where K is a reciprocal lattice vector, fj is the form factor, and d j is the coordinate of the j th hole . In the present discussion, the form factor is dependent upon the radius of the j th hole, i.e. identical holes have identical form factors. From a 1 and a2, the primitive reciprocal lattice vectors are given by b 1=(2π/a)(0,1/√3) and b 2=(2π/a)(1,0), which also defines a rectangular area and is shown by the solid lines in Fig. 1(c). Since any reciprocal lattice vector can be written as a linear combination of b 1 and b 2, a general expression for K is given by
If r 1=r 2, Eq. (3) shows that the structure factor vanishes for those reciprocal lattice points whose coordinates are an odd sum with respect to the primitive vectors. This converts the rectangular reciprocal lattice into the hexagonal reciprocal lattice of triangular lattice which is indicated by the dotted lines in Fig. 1(c).
The new symmetry directions of the rectangular BZ are labeled in Fig. 1(c) and placed over the real lattice for reference in Fig. 1(b). As a consequence of the different shapes of the triangular lattice BZ and the SL BZ, those k-vectors that lie outside of the rectanglar BZ, but within the hexagon of the triangular BZ are translated into the rectangle by a multiple of b 1 and b 2. Thus, these points are ‘folded’ back into the rectangular BZ, which is smaller and of lower symmetry [12, 13]. In total, there are now two equivalent X and Y points and four equivalent M points in the first BZ because of the SL. In addition, the irreducible BZ transforms from a triangle into a rectangle comprising 1/4 of the first BZ.
2.1. Superlattice strength
The strength of the SL modulation is controlled by Δr=r 1-r 2 and is characterized by the radius ratio, r 2/r 1, which incorporates the relative sizes of the two holes. For the structures in this paper, r 1 was held constant at 0.35a while r 2 was decreased. Thus, as r 2/r 1 decreases, the SL strength, or modulation, increases. In a simplified approximation, the addition of dielectric material as r 2 is decreased can be used to calculate an effective ε for r 2 holes. For a pure 2D structure, this involves averaging the dielectric constant of the area of material added over the entire area of a r 1 hole. Assuming the additional material has the same dielectric constant as the background material, εb, the effective dielectric constant of a row j hole is given by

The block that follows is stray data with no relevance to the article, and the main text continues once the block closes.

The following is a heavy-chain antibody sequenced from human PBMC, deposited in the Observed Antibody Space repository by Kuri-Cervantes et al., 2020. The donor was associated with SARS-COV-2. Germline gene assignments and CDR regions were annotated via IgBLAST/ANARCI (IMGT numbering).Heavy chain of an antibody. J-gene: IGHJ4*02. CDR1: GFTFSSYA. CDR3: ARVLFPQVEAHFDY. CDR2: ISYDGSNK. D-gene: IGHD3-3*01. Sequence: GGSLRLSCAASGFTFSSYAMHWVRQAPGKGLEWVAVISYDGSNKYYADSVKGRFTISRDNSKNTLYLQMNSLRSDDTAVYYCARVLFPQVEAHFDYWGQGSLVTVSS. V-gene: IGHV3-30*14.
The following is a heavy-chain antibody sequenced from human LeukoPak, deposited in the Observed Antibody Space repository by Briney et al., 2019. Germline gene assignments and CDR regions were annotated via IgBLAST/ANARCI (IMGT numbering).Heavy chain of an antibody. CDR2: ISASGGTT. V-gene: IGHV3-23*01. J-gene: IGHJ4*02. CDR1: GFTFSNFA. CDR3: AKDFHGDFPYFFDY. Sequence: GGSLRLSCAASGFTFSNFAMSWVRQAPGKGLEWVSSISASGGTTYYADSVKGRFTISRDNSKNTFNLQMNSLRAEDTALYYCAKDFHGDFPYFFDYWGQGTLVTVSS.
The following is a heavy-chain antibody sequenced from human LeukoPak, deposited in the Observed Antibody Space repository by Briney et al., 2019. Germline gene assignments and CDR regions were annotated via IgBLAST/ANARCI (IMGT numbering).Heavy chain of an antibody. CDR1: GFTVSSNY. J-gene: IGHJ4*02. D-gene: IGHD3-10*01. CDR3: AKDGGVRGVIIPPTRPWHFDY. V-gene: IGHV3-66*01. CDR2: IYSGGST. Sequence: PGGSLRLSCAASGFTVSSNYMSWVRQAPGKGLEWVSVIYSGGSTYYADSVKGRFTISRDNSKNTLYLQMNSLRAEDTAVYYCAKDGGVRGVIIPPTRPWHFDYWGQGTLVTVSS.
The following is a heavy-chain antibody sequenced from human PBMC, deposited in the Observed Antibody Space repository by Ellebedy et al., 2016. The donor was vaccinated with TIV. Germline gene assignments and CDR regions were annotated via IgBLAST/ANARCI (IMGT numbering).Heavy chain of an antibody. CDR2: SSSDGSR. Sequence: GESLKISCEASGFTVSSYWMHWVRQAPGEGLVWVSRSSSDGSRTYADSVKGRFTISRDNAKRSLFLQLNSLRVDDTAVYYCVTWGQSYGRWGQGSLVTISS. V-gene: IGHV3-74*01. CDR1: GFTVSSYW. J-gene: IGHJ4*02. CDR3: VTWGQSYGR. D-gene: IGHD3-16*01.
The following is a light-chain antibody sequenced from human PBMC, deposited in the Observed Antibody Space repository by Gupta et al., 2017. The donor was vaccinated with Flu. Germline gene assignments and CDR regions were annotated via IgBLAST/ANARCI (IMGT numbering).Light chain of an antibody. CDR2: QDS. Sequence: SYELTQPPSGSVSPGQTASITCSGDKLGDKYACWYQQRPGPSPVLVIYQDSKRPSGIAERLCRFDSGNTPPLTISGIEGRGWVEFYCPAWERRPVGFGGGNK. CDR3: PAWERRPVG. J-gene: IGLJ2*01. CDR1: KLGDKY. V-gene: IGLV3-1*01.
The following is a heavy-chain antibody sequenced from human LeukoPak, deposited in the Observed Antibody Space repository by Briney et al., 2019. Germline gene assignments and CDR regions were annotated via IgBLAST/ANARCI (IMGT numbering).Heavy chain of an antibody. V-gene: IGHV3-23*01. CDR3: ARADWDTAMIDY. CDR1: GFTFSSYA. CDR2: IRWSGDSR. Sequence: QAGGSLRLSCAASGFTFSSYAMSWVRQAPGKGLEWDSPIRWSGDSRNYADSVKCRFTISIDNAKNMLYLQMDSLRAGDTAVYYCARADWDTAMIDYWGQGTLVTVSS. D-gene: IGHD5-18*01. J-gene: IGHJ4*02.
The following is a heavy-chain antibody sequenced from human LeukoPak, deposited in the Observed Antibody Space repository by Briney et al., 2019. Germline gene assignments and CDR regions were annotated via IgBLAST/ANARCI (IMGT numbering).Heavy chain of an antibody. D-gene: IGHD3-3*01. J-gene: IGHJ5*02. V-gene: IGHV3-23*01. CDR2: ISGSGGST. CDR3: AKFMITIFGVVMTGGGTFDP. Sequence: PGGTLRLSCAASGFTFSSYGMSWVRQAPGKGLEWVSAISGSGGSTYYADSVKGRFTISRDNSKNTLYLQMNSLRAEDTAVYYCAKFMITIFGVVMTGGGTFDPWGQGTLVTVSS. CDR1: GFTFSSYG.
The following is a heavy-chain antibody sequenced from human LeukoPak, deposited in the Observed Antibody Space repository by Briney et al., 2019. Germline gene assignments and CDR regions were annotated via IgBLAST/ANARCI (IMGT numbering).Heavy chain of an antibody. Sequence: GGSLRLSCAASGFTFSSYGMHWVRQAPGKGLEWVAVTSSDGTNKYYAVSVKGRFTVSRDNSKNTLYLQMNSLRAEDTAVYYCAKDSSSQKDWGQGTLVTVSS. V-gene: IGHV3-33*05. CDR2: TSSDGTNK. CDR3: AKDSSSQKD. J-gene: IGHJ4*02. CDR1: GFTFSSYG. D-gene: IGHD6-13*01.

where εc,i is the dielectric constant inside a row i hole. This equation shows that the magnitude of the dielectric modulation between rows is directly related to the difference between the hole sizes. For example, a change in radius of Δr=0.05a, from r 1=0.35a to r 2=0.3a, corresponds to a r 1 hole with εc=3.918, equivalent to an index change Δn=0.979 between [i, j] rows for εb=12. Thus, radius modulated SLs with strengths r 2/r 1=0.857 and 0.571 introduce an index modulation equivalent to Δn=0.979 and 1.90, respectively, between adjacent rows, clearly showing that the magnitude of the SL modulation is unprecedented in comparison to the previously reported SL which is limited by the NL properties of the material infiltrated into the holes [12, 13]. For this reason, the radius modulated SL is unique in its impact on this lattice structure. Naturally, the effective index method is an oversimplification, and it is included here for illustrative purposes and for comparison with the previously reported SL structure. Since it neglects the actual change in the dimensions of the dielectric/air interface for each hole, the effective index method was not employed in the calculations, but more appropriately, the hole radii were defined in the calculations to accurately model the SL structure.
3. Numerical results and discussion